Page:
PEOPLE, places and events in Bradford’s past - from the UK’s last hangman to the Bradfordian who broke the bank at Monte Carlo - are the focus of a new book revealing a local story for every day of the year.

Every Day Bradford by Martin Greenwood profiles figures such as industrial pioneers Sir Titus Salt and John Hustler, education reformer Margaret McMillan and trade unionist Julia Varley to David Hockney, Dynamo, Zayn Malik and Peter Sutcliffe. It looks at 1800s squalor, improvements in healthcare, the impact of the two worlds wars, the development of professional sport, and stories behind buildings such as the Wool Exchange, City Hall and the old Kirkgate Market. It also looks at the arrival of working people from around the world, and their descendants, including industrialist and philanthropist Sir Jacob Behrens, composer Frederick Delius, and Naz Shah MP.

Manningham-born Martin started researching Bradford when writing a biography of his grandfather Percy Monkman, a First World War entertainer. Not wanting to attempt a “conventional history” of Bradford, he was inspired by TV historian Dan Snow’s book revealing a story for each day of the year about events in world history. “I thought: why not such a book about Bradford? It would enable me to bring into one volume the many events, people and places,” said Martin. “Could I find a memorable story about each day in the year? There was only one way to find out.”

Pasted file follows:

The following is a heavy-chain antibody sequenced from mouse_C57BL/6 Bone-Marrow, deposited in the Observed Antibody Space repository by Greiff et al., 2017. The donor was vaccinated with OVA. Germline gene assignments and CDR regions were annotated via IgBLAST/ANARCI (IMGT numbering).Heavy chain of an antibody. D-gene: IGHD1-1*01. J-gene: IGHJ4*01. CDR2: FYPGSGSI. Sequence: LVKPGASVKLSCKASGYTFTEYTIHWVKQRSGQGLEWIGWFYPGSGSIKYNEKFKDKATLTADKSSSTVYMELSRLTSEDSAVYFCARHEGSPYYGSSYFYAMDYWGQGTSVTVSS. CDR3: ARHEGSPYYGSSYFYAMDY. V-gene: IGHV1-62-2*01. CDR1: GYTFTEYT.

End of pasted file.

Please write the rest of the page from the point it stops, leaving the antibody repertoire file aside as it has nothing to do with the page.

In 2018 he started his research, visiting Bradford’s Local Studies Library, Undercliffe Cemetery and local history groups. “The format of a story for each of 365 days turned out to be flexible. It allows for different stages in a historic theme, such as Chartism and the demand for universal suffrage, different facets of great lives, like JB Priestley’s writing, WW2 radio talks and CND campaigning, and stories with national interest, such as the Yorkshire Ripper and Cottingley fairies,” said Martin, who completed the book in March 2020. “I kept an eye on what was happening, as history continued to be written. Two Bradfordians being part of England’s first-ever Cricket World Cup victory in July 2019 was one such event. Later, as the coronavirus pandemic hit, Captain Tom popped up on TV and turned out to be from Keighley.

“I was amazed by the stories I’d never heard of before - the ‘Humbug Billy’ poisonings, the workhouse boy from Idle who become one of the world’s most prominent academic philologists, the eccentric who attempted a solo Everest climb, the gaiety girl who became a countess and the young mother of triplets who stumbled into a life of polar exploration. And many more.”